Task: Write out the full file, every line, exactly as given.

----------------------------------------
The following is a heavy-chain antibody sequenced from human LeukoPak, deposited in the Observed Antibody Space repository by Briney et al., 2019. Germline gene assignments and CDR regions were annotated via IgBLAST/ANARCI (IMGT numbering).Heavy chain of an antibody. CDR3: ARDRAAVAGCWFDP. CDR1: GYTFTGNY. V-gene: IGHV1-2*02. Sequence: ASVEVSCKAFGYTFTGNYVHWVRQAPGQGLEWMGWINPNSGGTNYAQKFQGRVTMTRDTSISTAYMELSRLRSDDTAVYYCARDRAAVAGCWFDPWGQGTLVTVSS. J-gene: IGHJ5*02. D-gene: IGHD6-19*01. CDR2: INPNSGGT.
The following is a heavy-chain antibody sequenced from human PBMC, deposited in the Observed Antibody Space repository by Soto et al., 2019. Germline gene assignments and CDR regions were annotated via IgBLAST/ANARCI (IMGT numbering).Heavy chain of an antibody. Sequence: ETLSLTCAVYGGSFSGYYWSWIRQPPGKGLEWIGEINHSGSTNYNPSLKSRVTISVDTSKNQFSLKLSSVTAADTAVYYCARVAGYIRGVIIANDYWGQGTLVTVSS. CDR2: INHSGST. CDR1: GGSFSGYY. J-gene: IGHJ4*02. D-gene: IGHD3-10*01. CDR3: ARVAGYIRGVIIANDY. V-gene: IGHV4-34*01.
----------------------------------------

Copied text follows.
The following is a heavy-chain antibody sequenced from human LeukoPak, deposited in the Observed Antibody Space repository by Briney et al., 2019. Germline gene assignments and CDR regions were annotated via IgBLAST/ANARCI (IMGT numbering).Heavy chain of an antibody. CDR3: ARDRAAVAGCWFDP. CDR1: GYTFTGNY. V-gene: IGHV1-2*02. Sequence: ASVEVSCKAFGYTFTGNYVHWVRQAPGQGLEWMGWINPNSGGTNYAQKFQGRVTMTRDTSISTAYMELSRLRSDDTAVYYCARDRAAVAGCWFDPWGQGTLVTVSS. J-gene: IGHJ5*02. D-gene: IGHD6-19*01. CDR2: INPNSGGT.
The following is a heavy-chain antibody sequenced from human PBMC, deposited in the Observed Antibody Space repository by Soto et al., 2019. Germline gene assignments and CDR regions were annotated via IgBLAST/ANARCI (IMGT numbering).Heavy chain of an antibody. Sequence: ETLSLTCAVYGGSFSGYYWSWIRQPPGKGLEWIGEINHSGSTNYNPSLKSRVTISVDTSKNQFSLKLSSVTAADTAVYYCARVAGYIRGVIIANDYWGQGTLVTVSS. CDR2: INHSGST. CDR1: GGSFSGYY. J-gene: IGHJ4*02. D-gene: IGHD3-10*01. CDR3: ARVAGYIRGVIIANDY. V-gene: IGHV4-34*01.